Great writing skills and an aptitude for technical subjects are vital if you hope to make it in the highly competitive world of technical writing, but you also have to possess the right personality. Ask yourself the following questions to determine whether your personality is well-suited to the field of technical writing:
Do I work well independently?
Whether you work from home or for a huge company, you won't have somebody looking over your shoulder or holding your hand while you complete your work. When companies hire technical writers, they want somebody who can take instructions and work with minimal supervision to produce a piece of quality writing. If you love working solo and would rather sort out problems and difficulties entirely on your own, technical writing may be a great career for you.
Am I self-disciplined?
Are you the type of person who always sits down and gets things done as soon as possible, or do you tend to procrastinate? If you plan to do technical writing from home, be aware that it will require a huge amount of self-discipline. You'll have to sit at your computer each and every day to complete your assignments, regardless of whether your friends are going to the beach, the movie channel is airing your favorite flick, or the mall is having a huge sale. If you know that these temptations will be impossible to resist, a technical writing career (at least a freelance one) probably isn't for you.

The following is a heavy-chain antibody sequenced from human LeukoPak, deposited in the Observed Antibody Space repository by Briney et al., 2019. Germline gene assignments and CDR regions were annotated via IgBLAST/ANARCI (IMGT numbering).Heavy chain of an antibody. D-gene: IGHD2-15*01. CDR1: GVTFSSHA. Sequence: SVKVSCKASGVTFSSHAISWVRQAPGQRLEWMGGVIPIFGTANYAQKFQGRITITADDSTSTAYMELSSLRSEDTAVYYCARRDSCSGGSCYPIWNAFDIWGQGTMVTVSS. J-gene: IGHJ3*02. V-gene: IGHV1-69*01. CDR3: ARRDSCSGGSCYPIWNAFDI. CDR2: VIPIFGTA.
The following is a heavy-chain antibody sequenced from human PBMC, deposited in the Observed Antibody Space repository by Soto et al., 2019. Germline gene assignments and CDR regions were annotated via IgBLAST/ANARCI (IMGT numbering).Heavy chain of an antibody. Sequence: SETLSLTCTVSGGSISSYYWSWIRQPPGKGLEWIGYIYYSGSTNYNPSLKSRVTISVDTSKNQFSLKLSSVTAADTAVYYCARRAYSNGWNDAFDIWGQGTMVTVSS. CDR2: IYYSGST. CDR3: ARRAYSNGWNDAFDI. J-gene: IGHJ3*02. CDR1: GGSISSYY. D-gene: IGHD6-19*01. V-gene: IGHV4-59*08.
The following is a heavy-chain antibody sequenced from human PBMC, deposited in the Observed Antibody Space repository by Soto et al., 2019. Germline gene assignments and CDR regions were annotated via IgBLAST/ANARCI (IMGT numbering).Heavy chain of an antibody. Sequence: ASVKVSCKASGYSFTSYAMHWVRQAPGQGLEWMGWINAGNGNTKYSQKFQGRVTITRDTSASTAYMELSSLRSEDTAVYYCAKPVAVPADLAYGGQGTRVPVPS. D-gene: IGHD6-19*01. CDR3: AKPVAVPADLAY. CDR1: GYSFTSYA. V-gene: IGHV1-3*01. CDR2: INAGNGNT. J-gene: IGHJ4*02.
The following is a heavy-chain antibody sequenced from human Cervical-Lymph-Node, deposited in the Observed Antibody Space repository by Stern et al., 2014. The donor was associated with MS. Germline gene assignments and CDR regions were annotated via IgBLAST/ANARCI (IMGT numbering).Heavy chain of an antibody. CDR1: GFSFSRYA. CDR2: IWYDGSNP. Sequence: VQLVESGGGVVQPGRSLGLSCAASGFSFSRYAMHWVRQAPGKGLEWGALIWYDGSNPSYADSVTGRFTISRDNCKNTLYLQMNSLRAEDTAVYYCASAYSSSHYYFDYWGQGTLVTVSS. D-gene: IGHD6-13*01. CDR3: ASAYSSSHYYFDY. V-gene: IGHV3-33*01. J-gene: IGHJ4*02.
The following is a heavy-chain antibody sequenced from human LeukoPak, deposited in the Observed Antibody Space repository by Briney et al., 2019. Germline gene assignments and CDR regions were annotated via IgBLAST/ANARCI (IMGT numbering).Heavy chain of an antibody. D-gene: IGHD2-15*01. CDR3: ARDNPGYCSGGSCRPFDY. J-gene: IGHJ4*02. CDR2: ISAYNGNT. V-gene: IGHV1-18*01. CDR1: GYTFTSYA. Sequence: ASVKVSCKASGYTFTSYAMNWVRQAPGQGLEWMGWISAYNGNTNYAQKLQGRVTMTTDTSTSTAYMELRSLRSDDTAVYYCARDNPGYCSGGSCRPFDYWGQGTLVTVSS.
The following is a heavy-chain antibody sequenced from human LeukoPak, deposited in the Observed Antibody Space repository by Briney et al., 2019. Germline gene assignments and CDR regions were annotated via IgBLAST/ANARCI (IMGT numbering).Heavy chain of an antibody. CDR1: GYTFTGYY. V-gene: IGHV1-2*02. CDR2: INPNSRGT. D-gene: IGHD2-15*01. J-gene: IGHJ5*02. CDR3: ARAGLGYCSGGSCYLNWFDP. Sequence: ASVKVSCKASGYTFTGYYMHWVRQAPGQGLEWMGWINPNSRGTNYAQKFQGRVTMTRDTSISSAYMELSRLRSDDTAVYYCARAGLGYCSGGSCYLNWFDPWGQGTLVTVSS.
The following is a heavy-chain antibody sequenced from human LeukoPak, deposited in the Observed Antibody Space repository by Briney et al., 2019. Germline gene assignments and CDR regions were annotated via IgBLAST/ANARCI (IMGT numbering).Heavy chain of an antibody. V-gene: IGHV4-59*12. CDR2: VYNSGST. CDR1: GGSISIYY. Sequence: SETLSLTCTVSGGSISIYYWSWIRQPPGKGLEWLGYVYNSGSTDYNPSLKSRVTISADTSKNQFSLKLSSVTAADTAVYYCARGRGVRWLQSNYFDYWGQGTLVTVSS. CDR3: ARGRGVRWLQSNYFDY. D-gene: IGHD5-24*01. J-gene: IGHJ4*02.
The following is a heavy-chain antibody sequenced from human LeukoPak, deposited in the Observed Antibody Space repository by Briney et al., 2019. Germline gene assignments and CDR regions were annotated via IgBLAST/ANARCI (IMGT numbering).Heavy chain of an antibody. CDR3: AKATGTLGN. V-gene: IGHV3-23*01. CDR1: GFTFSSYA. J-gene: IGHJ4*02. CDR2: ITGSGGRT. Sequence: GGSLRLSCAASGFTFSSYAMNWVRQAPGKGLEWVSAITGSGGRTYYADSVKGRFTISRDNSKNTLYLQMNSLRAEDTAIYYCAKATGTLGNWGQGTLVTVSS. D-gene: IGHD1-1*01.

Do I work well within set parameters?
Free spirits often make wonderful creative writers and poets, but they're usually lousy technical writers. When you receive instructions for a project, the editor will expect you to follow them. Period. If the thought of working within such tight guidelines is enough to make you cringe, it's probably best to give up on the idea of being a technical writer.
Do I deal well with criticism?
If you fall to pieces when you receive the least little bit of criticism, you definitely won't enjoy being a technical writer. Editors like things done a certain way, and they can be tough. Most don't have any trouble being quite blunt when they tell you about the problems in your writing, and your job is to take this advice and use it to improve your craft. There is no point arguing, or getting upset, or getting angry. Remember - it's strictly business.
Last Updated: 05/05/2014